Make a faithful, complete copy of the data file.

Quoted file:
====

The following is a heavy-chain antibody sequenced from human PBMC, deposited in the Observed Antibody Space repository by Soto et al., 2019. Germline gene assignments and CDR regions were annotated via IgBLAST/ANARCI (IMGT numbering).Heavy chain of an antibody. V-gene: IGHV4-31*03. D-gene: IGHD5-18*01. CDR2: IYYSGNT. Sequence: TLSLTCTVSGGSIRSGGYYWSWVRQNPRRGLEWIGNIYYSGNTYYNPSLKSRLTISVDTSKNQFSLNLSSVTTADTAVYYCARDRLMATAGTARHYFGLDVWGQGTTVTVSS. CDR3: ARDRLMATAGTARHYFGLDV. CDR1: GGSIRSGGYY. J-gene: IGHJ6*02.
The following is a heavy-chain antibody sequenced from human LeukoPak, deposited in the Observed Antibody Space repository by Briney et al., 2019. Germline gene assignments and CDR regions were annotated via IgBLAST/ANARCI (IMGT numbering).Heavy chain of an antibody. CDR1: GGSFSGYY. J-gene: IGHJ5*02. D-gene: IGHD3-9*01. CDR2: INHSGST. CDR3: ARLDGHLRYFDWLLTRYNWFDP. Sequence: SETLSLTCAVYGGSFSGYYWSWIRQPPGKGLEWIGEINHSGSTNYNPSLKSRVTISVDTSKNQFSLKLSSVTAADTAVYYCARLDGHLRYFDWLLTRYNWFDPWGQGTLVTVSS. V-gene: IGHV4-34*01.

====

The following is a heavy-chain antibody sequenced from human PBMC, deposited in the Observed Antibody Space repository by Soto et al., 2019. Germline gene assignments and CDR regions were annotated via IgBLAST/ANARCI (IMGT numbering).Heavy chain of an antibody. V-gene: IGHV4-31*03. D-gene: IGHD5-18*01. CDR2: IYYSGNT. Sequence: TLSLTCTVSGGSIRSGGYYWSWVRQNPRRGLEWIGNIYYSGNTYYNPSLKSRLTISVDTSKNQFSLNLSSVTTADTAVYYCARDRLMATAGTARHYFGLDVWGQGTTVTVSS. CDR3: ARDRLMATAGTARHYFGLDV. CDR1: GGSIRSGGYY. J-gene: IGHJ6*02.
The following is a heavy-chain antibody sequenced from human LeukoPak, deposited in the Observed Antibody Space repository by Briney et al., 2019. Germline gene assignments and CDR regions were annotated via IgBLAST/ANARCI (IMGT numbering).Heavy chain of an antibody. CDR1: GGSFSGYY. J-gene: IGHJ5*02. D-gene: IGHD3-9*01. CDR2: INHSGST. CDR3: ARLDGHLRYFDWLLTRYNWFDP. Sequence: SETLSLTCAVYGGSFSGYYWSWIRQPPGKGLEWIGEINHSGSTNYNPSLKSRVTISVDTSKNQFSLKLSSVTAADTAVYYCARLDGHLRYFDWLLTRYNWFDPWGQGTLVTVSS. V-gene: IGHV4-34*01.